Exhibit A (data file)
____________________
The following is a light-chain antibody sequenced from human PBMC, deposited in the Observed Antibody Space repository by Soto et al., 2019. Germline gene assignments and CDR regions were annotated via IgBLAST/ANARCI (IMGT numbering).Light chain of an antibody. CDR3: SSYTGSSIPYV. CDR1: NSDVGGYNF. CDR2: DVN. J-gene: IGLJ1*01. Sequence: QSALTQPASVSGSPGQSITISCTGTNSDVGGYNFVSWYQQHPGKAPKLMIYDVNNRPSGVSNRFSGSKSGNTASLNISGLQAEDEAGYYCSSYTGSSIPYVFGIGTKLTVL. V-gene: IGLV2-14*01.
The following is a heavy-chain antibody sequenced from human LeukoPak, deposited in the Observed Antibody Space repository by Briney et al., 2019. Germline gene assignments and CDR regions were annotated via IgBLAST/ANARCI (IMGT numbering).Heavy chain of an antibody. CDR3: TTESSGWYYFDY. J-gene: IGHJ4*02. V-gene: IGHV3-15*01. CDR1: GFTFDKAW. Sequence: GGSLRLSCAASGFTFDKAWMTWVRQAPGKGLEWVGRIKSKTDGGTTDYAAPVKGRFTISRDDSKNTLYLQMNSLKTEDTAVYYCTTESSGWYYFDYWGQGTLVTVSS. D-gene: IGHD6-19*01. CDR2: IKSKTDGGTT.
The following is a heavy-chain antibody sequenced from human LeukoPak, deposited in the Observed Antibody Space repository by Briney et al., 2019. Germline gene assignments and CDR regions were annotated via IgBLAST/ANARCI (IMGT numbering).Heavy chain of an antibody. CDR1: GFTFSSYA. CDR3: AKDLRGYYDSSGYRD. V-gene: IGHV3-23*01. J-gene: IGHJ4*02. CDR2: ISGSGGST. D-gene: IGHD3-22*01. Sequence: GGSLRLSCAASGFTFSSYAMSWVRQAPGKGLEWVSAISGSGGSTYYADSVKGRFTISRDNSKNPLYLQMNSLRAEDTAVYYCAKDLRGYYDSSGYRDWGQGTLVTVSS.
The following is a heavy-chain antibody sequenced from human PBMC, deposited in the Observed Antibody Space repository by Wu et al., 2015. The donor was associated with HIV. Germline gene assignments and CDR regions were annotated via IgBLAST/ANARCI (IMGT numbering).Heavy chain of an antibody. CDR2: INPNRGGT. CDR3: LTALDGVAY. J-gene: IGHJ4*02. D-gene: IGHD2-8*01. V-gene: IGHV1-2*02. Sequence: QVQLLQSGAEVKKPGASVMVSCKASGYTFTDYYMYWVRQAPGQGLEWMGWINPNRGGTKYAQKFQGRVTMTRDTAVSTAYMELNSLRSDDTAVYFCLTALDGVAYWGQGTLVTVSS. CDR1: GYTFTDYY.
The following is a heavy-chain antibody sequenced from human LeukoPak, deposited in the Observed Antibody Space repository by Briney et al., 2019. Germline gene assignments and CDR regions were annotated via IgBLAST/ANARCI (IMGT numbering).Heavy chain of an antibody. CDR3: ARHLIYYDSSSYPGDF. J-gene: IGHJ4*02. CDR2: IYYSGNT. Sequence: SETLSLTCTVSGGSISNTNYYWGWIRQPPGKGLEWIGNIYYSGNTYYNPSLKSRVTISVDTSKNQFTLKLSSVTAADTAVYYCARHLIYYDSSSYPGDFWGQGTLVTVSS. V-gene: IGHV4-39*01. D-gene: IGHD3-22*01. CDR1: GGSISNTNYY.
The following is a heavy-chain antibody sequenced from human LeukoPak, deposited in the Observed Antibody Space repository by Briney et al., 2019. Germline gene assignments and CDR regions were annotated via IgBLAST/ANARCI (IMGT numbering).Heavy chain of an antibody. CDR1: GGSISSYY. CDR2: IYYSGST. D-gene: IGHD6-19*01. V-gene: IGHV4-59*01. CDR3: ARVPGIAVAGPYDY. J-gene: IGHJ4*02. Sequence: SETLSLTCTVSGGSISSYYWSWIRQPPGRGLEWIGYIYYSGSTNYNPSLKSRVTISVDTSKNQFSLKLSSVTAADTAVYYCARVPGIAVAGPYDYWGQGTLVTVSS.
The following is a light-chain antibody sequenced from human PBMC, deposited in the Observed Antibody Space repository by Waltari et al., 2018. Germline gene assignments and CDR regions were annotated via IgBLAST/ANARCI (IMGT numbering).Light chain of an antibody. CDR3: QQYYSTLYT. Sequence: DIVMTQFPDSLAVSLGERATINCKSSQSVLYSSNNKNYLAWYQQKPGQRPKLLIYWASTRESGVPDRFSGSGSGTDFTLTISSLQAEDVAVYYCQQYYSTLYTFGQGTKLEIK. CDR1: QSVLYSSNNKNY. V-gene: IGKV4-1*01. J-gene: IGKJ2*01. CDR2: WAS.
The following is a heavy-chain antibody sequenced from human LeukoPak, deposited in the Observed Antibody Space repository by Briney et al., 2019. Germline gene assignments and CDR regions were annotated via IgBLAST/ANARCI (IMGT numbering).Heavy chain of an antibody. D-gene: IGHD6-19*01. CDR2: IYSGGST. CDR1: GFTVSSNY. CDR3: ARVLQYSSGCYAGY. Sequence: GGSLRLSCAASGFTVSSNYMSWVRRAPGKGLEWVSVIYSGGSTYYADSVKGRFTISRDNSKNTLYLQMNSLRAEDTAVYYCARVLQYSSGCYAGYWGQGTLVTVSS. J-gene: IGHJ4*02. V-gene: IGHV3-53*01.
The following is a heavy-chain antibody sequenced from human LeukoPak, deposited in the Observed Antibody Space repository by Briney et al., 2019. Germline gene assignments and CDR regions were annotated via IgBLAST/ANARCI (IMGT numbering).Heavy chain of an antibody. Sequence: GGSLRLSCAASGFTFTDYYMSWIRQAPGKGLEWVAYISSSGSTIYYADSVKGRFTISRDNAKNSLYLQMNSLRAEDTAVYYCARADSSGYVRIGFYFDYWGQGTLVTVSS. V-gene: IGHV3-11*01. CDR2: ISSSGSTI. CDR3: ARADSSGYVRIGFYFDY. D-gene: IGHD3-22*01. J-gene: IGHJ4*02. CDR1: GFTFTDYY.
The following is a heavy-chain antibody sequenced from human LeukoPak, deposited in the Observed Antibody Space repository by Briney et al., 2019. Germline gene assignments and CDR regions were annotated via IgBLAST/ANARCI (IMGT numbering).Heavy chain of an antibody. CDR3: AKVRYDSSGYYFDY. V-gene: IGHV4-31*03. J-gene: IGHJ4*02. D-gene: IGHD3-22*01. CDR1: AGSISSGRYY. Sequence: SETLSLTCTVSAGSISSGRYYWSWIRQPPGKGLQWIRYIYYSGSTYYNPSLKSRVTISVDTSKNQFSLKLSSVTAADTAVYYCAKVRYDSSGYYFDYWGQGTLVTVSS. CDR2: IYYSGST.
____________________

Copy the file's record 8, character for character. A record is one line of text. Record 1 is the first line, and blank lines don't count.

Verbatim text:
The following is a heavy-chain antibody sequenced from human LeukoPak, deposited in the Observed Antibody Space repository by Briney et al., 2019. Germline gene assignments and CDR regions were annotated via IgBLAST/ANARCI (IMGT numbering).Heavy chain of an antibody. D-gene: IGHD6-19*01. CDR2: IYSGGST. CDR1: GFTVSSNY. CDR3: ARVLQYSSGCYAGY. Sequence: GGSLRLSCAASGFTVSSNYMSWVRRAPGKGLEWVSVIYSGGSTYYADSVKGRFTISRDNSKNTLYLQMNSLRAEDTAVYYCARVLQYSSGCYAGYWGQGTLVTVSS. J-gene: IGHJ4*02. V-gene: IGHV3-53*01.